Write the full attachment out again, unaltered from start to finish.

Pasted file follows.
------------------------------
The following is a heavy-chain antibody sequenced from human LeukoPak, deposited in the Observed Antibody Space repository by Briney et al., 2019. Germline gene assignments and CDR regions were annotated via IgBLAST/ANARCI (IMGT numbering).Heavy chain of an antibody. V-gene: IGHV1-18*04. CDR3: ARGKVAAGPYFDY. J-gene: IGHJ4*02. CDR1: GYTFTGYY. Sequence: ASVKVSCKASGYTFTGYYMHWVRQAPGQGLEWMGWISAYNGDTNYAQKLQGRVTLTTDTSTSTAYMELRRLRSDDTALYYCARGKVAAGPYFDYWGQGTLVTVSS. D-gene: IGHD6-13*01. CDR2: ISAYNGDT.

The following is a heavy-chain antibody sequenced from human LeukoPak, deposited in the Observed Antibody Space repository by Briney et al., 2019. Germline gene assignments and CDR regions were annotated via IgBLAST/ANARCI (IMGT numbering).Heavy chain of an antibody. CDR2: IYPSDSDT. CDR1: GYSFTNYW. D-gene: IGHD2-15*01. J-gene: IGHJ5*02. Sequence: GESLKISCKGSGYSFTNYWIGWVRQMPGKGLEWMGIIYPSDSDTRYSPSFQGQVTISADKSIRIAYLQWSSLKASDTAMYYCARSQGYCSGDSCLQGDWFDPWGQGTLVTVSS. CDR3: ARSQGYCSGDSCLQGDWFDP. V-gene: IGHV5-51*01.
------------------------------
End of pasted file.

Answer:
The following is a heavy-chain antibody sequenced from human LeukoPak, deposited in the Observed Antibody Space repository by Briney et al., 2019. Germline gene assignments and CDR regions were annotated via IgBLAST/ANARCI (IMGT numbering).Heavy chain of an antibody. V-gene: IGHV1-18*04. CDR3: ARGKVAAGPYFDY. J-gene: IGHJ4*02. CDR1: GYTFTGYY. Sequence: ASVKVSCKASGYTFTGYYMHWVRQAPGQGLEWMGWISAYNGDTNYAQKLQGRVTLTTDTSTSTAYMELRRLRSDDTALYYCARGKVAAGPYFDYWGQGTLVTVSS. D-gene: IGHD6-13*01. CDR2: ISAYNGDT.

The following is a heavy-chain antibody sequenced from human LeukoPak, deposited in the Observed Antibody Space repository by Briney et al., 2019. Germline gene assignments and CDR regions were annotated via IgBLAST/ANARCI (IMGT numbering).Heavy chain of an antibody. CDR2: IYPSDSDT. CDR1: GYSFTNYW. D-gene: IGHD2-15*01. J-gene: IGHJ5*02. Sequence: GESLKISCKGSGYSFTNYWIGWVRQMPGKGLEWMGIIYPSDSDTRYSPSFQGQVTISADKSIRIAYLQWSSLKASDTAMYYCARSQGYCSGDSCLQGDWFDPWGQGTLVTVSS. CDR3: ARSQGYCSGDSCLQGDWFDP. V-gene: IGHV5-51*01.